Journal: Journal of the American Academy of Orthopaedic Surgeons Global Research & Reviews
Who: Mursal Gardezi, BS; Harold G. Moore, MD; Lee E. Rubin, MD; Jonathan N. Grauer, MD
Overview: Elder abuse is a public health issue requiring attention. Unlike abuse in the pediatric population, predictors of elder abuse in patients with fracture have not been well defined.
Elderly patients with physical abuse and fracture were abstracted using the 2007 to 2017 National Emergency Department Sample database. Univariate comparisons, multivariate regression, and adjusted odds ratios were used to determine independent predictors of elder abuse compared with nonabuse fracture controls.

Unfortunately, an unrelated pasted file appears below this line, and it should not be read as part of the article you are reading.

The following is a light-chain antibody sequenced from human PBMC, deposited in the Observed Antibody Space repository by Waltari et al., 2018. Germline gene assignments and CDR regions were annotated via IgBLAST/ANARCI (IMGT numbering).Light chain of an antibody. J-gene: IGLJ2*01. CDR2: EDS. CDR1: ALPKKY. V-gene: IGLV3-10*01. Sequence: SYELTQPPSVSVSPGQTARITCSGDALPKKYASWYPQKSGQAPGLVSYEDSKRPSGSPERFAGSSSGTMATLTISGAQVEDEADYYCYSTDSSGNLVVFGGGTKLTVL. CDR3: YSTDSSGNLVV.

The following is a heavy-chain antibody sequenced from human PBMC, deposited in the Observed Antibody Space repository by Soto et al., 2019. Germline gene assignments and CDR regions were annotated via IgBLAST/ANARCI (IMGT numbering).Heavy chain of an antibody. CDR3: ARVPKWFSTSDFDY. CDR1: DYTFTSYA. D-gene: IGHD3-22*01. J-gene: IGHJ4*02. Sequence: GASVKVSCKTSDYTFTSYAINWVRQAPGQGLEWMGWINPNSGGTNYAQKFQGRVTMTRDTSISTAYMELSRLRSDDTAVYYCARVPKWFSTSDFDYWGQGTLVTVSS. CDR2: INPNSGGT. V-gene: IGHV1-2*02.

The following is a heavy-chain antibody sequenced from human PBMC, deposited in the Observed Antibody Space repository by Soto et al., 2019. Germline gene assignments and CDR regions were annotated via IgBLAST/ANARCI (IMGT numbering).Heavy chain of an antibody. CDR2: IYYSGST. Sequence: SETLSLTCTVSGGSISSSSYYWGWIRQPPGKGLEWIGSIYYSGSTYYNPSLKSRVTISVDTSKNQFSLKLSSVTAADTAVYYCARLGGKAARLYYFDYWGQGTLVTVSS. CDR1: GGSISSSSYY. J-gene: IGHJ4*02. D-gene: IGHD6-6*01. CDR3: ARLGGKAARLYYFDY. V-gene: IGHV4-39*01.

Thirteen percent of elder physical abuse patients presenting to the emergency department had fracture. Of all patients with fracture, elder abuse patients tended to be younger; be female; belong to lower income quartiles; and have codiagnoses of volume depletion, mental disorders, dementia, and intellectual disability. Presentation with other forms of elder abuse, such as psychological abuse, neglect, and sexual abuse, and multiple fractures were also associated with elder physical abuse. Multivariate regression found elder abuse to be more likely in the setting of skull and rib fractures and less likely in the setting of femur and foot and ankle fractures.
This study identified predictors of elder physical abuse in fracture patients older than 60 years. As with pediatric abuse, heightened awareness of potential physical abuse should be considered, especially in higher risk patients.